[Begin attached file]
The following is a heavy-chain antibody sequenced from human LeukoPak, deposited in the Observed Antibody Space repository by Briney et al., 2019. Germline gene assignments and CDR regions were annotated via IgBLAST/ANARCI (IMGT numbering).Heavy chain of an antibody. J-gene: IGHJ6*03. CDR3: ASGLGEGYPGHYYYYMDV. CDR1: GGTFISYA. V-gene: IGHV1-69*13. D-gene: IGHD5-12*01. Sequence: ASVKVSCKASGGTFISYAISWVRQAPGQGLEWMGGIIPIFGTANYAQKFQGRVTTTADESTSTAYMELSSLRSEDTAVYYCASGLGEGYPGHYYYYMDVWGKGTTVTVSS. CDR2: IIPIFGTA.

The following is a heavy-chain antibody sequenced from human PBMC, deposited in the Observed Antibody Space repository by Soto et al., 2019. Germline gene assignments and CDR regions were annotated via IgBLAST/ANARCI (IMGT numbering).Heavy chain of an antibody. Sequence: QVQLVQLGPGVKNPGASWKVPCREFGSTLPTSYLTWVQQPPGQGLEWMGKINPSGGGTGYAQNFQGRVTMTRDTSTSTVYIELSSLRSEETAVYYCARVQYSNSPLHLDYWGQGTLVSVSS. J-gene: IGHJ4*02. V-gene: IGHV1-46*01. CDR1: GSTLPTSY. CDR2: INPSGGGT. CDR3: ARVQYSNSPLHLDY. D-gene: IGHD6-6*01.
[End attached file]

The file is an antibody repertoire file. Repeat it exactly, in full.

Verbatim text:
The following is a heavy-chain antibody sequenced from human LeukoPak, deposited in the Observed Antibody Space repository by Briney et al., 2019. Germline gene assignments and CDR regions were annotated via IgBLAST/ANARCI (IMGT numbering).Heavy chain of an antibody. J-gene: IGHJ6*03. CDR3: ASGLGEGYPGHYYYYMDV. CDR1: GGTFISYA. V-gene: IGHV1-69*13. D-gene: IGHD5-12*01. Sequence: ASVKVSCKASGGTFISYAISWVRQAPGQGLEWMGGIIPIFGTANYAQKFQGRVTTTADESTSTAYMELSSLRSEDTAVYYCASGLGEGYPGHYYYYMDVWGKGTTVTVSS. CDR2: IIPIFGTA.

The following is a heavy-chain antibody sequenced from human PBMC, deposited in the Observed Antibody Space repository by Soto et al., 2019. Germline gene assignments and CDR regions were annotated via IgBLAST/ANARCI (IMGT numbering).Heavy chain of an antibody. Sequence: QVQLVQLGPGVKNPGASWKVPCREFGSTLPTSYLTWVQQPPGQGLEWMGKINPSGGGTGYAQNFQGRVTMTRDTSTSTVYIELSSLRSEETAVYYCARVQYSNSPLHLDYWGQGTLVSVSS. J-gene: IGHJ4*02. V-gene: IGHV1-46*01. CDR1: GSTLPTSY. CDR2: INPSGGGT. CDR3: ARVQYSNSPLHLDY. D-gene: IGHD6-6*01.